Case Law Details

Case Name : New Modern Bazaar Vs ITO (ITAT Delhi)
Appeal Number : ITA. No. 590/Del/2018
Date of Judgement/Order : 08/04/2021
Related Assessment Year : 2014-15

New Modern Bazaar Vs ITO (ITAT Delhi)

The conditions of the allowability of expenditure is laid down u/s 37 (1) of the income tax act which speaks that any expenditure which is not a capital expenditure or personal expenses of the assessee which is laid out or expended wholly and exclusively for the purpose of the business shall be allowed in computing the income chargeable Under the head profits and gains of business or profession. Payment of interest on late payment of TDS cannot be considered as an expenditure led out or expended wholly and exclusively for the purpose of the business because late payment of TDS cannot be considered as part of the business of the assessee.

 In view of the above facts we hold that payment of interest on late deposit of tax deduction at source by the assessee leviable u/s 201 (1A) of the act is neither an expenditure only and exclusively incurred for the purpose of the business and therefore same is not allowable as deduction u/s 37(1) of the In view of this, various grounds raised by the assessee on this in the issue are dismissed.

FULL TEXT OF THE ITAT JUDGEMENT

1. This appeal is filed by the assessee against the order of the ld. Commissioner of Income Tax (Appeals)–22, New Delhi, dated 26.10.2017, for assessment year 2014-15.

2. The only issue in this appeal is that assessee has claimed deduction of interest on late deposit of TDS under Section 37(1) of the Income Tax Act, 1961 (the Act). Ld AO disallowed it and Ld CIT (A) confirmed disallowance.

3. The brief facts show that assessee is a Pvt. Ltd. company engaged in the business of trading of groceries. It filed its return of income declaring income of Rs. 84,68,150/-. The ld. Assessing Officer on scrutiny found that assessee has debited to profit and loss account a sum of Rs. 32,793/- being interest under Section 201(1A) of the Act for late deposit of tax deduction at source. The above information was found from the tax audit report furnished by the assessee. IT was claimed by assessee as allowable expenditure u/s 37 (1) of the act. The ld. AO on examination noted that any expenditure incurred by an assessee for any purpose, which is an offence or prohibited by law, shall not be deemed to have been incurred for the purposes of business or profession and no deduction shall be made in respect of above expenditure. Therefore, Assessing Officer was of the view that interest on delayed payment of TDS is not an allowable expense. Before the Assessing Officer, the assessee merely submitted the ledger account of such interest expenditure. Therefore, it was disallowed. Assessment order under Section 143(3) of the Act was passed on 28.11.2016 determining total income of the assessee at Rs. 84, 68,153/-. Other disallowances are not matter of dispute before us.

4. On this ground assessee filed an appeal before the ld. CIT (Appeals) who vide para 5.1 of his order dealt with the above issue. He dealt with the argument of the assessee that interest on late deposit of TDS is compensatory and not penal in nature. He held that interest paid under the provisions of the Act is not a deductible expenditure, not compensatory in nature. Thus, he confirmed the action of the Assessing officer.

5. Assessee is in appeal before us. It furnished its arguments in statements of facts filed with appeal. Despite notice, assessee did not appear on 31stDecember, 2020 as well as on 5.04.2021 and, therefore, the issue is decided on the information available on record.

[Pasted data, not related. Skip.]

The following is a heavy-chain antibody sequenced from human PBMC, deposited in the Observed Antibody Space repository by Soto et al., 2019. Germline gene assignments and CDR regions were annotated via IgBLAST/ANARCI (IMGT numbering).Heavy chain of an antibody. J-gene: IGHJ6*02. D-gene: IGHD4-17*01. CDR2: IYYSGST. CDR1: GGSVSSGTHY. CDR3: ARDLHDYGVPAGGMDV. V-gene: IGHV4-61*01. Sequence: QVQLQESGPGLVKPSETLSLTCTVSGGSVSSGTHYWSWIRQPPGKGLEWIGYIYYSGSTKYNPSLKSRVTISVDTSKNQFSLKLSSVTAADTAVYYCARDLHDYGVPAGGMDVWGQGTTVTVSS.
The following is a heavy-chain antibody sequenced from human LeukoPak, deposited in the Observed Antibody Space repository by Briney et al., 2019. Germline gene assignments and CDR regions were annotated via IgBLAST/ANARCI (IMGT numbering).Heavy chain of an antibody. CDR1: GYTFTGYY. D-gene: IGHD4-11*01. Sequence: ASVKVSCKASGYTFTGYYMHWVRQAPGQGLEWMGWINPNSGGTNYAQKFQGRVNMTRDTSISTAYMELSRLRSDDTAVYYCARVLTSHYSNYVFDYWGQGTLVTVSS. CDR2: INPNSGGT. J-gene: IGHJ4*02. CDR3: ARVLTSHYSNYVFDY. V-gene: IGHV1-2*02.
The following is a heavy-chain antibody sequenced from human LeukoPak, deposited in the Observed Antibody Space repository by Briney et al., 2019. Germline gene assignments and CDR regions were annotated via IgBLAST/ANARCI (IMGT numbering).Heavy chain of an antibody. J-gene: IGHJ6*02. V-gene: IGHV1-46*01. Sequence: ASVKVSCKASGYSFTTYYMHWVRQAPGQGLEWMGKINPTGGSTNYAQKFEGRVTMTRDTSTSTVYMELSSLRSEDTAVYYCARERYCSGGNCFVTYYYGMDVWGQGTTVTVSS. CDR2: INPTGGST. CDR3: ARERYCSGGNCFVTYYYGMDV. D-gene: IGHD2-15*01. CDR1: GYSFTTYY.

6. The ld. DR vehemently supported the order of the lower authorities. He submitted that interest on late deposit of TDS is neither an expenditure wholly and exclusively incurred for the purposes of business and further it is a payment, which is in form of tax it is not an allowable expenditure.  He further submitted that even otherwise there is no evidence that it is merely compensatory in nature. He submitted that it is hit by proviso to section 37 (1) of the act. He, therefore, submitted that the above interest on late payment of TDS has rightly been disallowed.

7. We have carefully considered the rival contentions. The above issue has already been considered by Hon’ble Madras High Court in CIT Vs. Chennai Properties & Investment Ltd. (1999) 239 ITR 435 (Mad.) wherein it has been held that interest under Section 201(1A) of the Act paid by the assessee does not assume the character of business expenditure and also cannot be regarded as compensatory payment. The above decision of the Hon’ble Madras High Court has also been dealt with exclusively by the various benches of the ITAT , specifically in Velankani Information Systems Ltd. V DCIT  [2018] 97 taxmann.com 599 (Bangalore – Trib.)/[2018] 173 ITD 19 (Bangalore – Trib.) wherein considering various decisions of the Tribunal had followed the decision of the Hon’ble Madras High Court in CIT Vs. Chennai Properties & Investment Ltd. (supra) as under :-

“21. As far as delay in remittance of tax deducted at source u/s. 201(1A) of the Act is concerned, we find that the Hon’ble Madras High Court has taken a view that i nterest paid u/s. 201(1A) is also in the nature of tax and notwithstanding the fact that it is not the tax liability of the assessee, the same cannot be allowed as a deduction. The following were the relevant observations of the Hon’ble Madras High Court:—

“14. As already noticed the p ayment of interest takes colour from the nature of the levy with reference to which such interest is paid and the tax required to be but not paid in time, which rendered the assessee liable for payment of i nterest was in the nature of a direct tax and similar to the income-tax payable under the Income-tax Act. The interest paid under Section 201(1A) of the Act, therefore, would not assume the character of business expenditure and cannot be regarded as a compensatory p ayment as contended by learned counsel for the assessee.